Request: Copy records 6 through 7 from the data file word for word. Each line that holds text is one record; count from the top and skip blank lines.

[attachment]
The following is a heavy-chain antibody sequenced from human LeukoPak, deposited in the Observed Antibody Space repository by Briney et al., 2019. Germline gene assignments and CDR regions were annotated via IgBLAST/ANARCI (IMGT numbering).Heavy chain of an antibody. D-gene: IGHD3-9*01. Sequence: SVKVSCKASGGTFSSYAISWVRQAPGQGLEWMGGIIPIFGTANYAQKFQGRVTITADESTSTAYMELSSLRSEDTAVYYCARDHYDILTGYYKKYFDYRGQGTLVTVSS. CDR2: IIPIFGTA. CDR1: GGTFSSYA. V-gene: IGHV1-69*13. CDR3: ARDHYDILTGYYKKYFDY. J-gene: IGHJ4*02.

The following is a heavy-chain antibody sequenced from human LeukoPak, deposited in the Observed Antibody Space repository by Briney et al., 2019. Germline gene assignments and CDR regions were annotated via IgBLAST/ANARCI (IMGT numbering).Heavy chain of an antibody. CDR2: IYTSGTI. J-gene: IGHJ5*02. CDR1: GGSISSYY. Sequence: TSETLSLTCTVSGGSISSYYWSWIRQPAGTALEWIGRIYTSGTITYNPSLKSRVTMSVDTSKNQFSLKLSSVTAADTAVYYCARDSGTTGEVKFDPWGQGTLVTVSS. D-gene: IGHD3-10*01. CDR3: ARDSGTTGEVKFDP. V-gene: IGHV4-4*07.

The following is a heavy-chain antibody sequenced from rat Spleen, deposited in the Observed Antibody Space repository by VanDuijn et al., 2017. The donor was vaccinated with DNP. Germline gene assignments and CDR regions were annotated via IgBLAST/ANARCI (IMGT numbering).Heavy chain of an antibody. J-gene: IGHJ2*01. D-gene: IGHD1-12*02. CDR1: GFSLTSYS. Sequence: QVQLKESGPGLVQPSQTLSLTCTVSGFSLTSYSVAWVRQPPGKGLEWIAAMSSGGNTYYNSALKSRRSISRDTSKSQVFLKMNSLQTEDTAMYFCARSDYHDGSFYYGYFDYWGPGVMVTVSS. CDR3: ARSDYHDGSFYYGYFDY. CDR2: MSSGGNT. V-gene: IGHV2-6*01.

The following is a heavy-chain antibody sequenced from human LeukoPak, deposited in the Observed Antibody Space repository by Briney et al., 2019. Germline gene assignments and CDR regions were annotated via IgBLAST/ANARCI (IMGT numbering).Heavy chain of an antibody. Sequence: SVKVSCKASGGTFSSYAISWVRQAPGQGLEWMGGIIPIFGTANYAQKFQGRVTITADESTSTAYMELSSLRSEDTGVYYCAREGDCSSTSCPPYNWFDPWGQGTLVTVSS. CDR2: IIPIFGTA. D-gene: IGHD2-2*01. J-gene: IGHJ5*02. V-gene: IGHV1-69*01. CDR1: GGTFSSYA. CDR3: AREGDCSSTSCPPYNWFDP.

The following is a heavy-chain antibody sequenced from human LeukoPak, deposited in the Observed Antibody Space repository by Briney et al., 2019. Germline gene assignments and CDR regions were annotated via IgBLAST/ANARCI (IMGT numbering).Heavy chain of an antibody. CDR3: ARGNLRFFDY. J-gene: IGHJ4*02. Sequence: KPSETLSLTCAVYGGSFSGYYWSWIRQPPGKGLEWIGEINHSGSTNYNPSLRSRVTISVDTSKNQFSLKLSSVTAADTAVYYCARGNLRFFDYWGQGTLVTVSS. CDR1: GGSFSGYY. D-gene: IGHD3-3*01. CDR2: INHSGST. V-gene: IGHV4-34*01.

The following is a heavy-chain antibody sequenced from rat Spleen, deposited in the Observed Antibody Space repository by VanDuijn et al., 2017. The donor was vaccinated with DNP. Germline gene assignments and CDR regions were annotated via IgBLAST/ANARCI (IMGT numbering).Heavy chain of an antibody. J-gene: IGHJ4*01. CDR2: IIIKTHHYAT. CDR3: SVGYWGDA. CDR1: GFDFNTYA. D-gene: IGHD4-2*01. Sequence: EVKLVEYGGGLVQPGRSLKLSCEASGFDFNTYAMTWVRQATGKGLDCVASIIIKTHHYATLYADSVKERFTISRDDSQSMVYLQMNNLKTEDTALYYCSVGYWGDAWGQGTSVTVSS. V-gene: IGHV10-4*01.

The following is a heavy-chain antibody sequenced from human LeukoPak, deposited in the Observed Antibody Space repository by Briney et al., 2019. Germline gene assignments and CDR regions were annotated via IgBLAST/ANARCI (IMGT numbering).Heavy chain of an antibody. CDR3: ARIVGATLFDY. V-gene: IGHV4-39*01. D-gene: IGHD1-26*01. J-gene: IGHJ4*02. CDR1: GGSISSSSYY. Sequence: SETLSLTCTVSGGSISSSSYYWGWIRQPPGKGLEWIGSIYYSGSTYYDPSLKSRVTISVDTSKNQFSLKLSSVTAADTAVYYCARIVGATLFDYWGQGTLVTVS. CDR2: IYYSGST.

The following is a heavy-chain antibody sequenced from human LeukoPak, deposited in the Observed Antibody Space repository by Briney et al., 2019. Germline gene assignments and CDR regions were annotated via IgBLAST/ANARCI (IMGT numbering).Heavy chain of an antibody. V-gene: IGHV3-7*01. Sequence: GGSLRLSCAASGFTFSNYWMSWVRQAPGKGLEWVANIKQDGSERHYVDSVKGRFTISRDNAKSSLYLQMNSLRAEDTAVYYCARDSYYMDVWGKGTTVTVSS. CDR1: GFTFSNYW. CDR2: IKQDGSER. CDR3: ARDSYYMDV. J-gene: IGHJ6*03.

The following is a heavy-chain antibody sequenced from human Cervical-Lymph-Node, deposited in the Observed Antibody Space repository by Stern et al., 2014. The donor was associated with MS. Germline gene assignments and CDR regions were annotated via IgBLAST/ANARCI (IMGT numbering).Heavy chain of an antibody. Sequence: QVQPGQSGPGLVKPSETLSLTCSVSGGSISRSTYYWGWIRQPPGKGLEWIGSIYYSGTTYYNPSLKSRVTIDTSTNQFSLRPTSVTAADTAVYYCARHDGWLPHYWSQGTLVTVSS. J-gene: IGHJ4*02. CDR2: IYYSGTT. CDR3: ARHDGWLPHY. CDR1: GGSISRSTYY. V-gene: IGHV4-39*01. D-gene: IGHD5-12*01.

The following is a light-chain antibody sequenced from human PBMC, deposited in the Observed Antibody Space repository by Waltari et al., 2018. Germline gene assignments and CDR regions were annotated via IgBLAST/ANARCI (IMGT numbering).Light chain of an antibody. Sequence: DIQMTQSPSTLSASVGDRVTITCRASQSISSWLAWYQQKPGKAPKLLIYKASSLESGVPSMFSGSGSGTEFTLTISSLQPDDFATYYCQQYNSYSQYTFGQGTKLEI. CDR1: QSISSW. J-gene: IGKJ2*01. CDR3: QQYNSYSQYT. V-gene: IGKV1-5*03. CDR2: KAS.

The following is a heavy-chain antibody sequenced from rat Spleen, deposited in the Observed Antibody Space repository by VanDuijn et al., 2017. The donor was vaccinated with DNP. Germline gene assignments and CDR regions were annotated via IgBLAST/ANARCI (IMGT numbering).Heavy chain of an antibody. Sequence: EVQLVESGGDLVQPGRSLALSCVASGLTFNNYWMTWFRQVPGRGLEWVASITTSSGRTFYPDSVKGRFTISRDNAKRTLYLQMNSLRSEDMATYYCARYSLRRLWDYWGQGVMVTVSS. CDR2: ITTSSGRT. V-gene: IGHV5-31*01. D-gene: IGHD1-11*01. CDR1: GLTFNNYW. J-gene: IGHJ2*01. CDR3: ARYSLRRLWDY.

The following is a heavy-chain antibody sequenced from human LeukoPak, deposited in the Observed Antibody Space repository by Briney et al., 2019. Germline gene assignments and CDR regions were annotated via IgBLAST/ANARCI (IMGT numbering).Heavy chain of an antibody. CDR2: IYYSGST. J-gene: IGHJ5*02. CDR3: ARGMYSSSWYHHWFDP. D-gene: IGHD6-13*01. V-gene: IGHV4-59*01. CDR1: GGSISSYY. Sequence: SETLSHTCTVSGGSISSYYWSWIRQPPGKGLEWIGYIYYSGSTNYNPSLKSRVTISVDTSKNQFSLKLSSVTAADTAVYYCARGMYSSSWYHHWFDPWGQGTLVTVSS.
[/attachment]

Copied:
The following is a heavy-chain antibody sequenced from rat Spleen, deposited in the Observed Antibody Space repository by VanDuijn et al., 2017. The donor was vaccinated with DNP. Germline gene assignments and CDR regions were annotated via IgBLAST/ANARCI (IMGT numbering).Heavy chain of an antibody. J-gene: IGHJ4*01. CDR2: IIIKTHHYAT. CDR3: SVGYWGDA. CDR1: GFDFNTYA. D-gene: IGHD4-2*01. Sequence: EVKLVEYGGGLVQPGRSLKLSCEASGFDFNTYAMTWVRQATGKGLDCVASIIIKTHHYATLYADSVKERFTISRDDSQSMVYLQMNNLKTEDTALYYCSVGYWGDAWGQGTSVTVSS. V-gene: IGHV10-4*01.

The following is a heavy-chain antibody sequenced from human LeukoPak, deposited in the Observed Antibody Space repository by Briney et al., 2019. Germline gene assignments and CDR regions were annotated via IgBLAST/ANARCI (IMGT numbering).Heavy chain of an antibody. CDR3: ARIVGATLFDY. V-gene: IGHV4-39*01. D-gene: IGHD1-26*01. J-gene: IGHJ4*02. CDR1: GGSISSSSYY. Sequence: SETLSLTCTVSGGSISSSSYYWGWIRQPPGKGLEWIGSIYYSGSTYYDPSLKSRVTISVDTSKNQFSLKLSSVTAADTAVYYCARIVGATLFDYWGQGTLVTVS. CDR2: IYYSGST.